'The success of the second-rate is deplorable in itself; but it is more deplorable in that it very often obscures the genuine masterpiece. If the crowd runs after the false, it must neglect the true.' —Arthur Machen
Why 'The Histogram' Sux (external link)

  
  LOG IN TO REPLY
Wilt
Reader's Digest Condensed version of War and Peace [POTN Vol 1]
Avatar
40,703 posts
Gallery: 1 photo
Likes: 2171
Joined Aug 2005
Location: Belmont, CA
Post edited over 2 years ago by Wilt. (2 edits in all)
     
Dec 30, 2015 14:47 as a reply to  @ sporadic's post |  #20

'Adequate space' is relative. Think of distances like f stops. If your subject is 2 feet from the light, when the background is 5.6 feet from the same specular light, it will be receiving -3EV less light.


You need to give me OK to edit your image and repost! Keep POTN alive and well with member support https://photography-on-the.net/forum/donate.p​hp
Canon dSLR system, Olympus OM 35mm system, Bronica ETRSi 645 system, Horseman LS 4x5 system, Metz flashes, Dynalite studio lighting, and too many accessories to mention

  
  LOG IN TO REPLY
PhotosGuy
Moderator
Avatar
75,488 posts
Gallery: 8 photos
Likes: 2279
Joined Feb 2004
Location: Middle of Michigan
     
Dec 30, 2015 15:02 |  #21

Wilt wrote in post #17837918 (external link)
..., it will be receiving -3EV less light.

Which might be hard to get your head around. Look at: Fill light at sunset


FrankC - 20D, RAW, Manual everything...
Classic Carz, Racing, Air Show, Flowers.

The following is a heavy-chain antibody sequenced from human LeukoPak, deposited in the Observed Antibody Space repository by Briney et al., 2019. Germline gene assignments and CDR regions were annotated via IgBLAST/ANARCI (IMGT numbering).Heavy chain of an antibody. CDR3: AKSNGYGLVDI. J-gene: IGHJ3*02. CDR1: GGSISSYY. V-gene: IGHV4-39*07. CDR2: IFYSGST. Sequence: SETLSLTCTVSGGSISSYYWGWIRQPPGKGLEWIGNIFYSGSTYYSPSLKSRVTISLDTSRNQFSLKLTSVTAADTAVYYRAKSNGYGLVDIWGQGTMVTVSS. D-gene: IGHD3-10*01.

Find the light... A few Car Lighting Tips, and MOVE YOUR FEET!
Have you thought about making your own book? // Need an exposure crutch?
New Image Size Limits: Image must not exceed 1600 pixels on any side.

  
  LOG IN TO REPLY
sporadic
Senior Member
Avatar
559 posts
Gallery: 55 photos
Likes: 141
Joined May 2008
Location: Charleston, SC
Post edited over 2 years ago by sporadic.
     
Dec 30, 2015 15:25 |  #22

Wilt wrote in post #17837918 (external link)
'Adequate space' is relative. Think of distances like f stops. If your subject is 2 feet from the light, when the background is 5.6 feet from the same specular light, it will be receiving -3EV less light.

True, I was just trying to simplify it without talking about the inverse square law. Further away reflective thingy is from light, less shiny reflective thing will be :)


Fuji X-T1 | X-T2 | 35/1.4 | 10-24 | 18-55 | 55-200 | 50-140 | Rokinon 8/2.8II Fisheye | Rokinon 12/2
7D | 300/4 L IS

  
  LOG IN TO REPLY
nathancarter
Cream of the Crop
5,473 posts
Gallery: 32 photos
Best ofs: 1
Likes: 589
Joined Dec 2010
     
Dec 30, 2015 16:06 |  #23

A couple of things.

You'll find that black plexi doesn't give the same crisp, sharp reflections as black glass. For squash-sized objects, you can get a piece of scrap glass, spray-paint the back side with cheap flat black paint, and have a great reflective surface. If you like the reflection to be much dimmer than the subject, the plexi is a good choice.

On lights.
Decent continuous lights are great for product photography. If you put the camera on a tripod, you can use a narrow aperture to get the whole thing in focus, then use a long shutter speed for proper exposure. No need for a high ISO. Make sure to use a gray card or some other method to get your white balance right.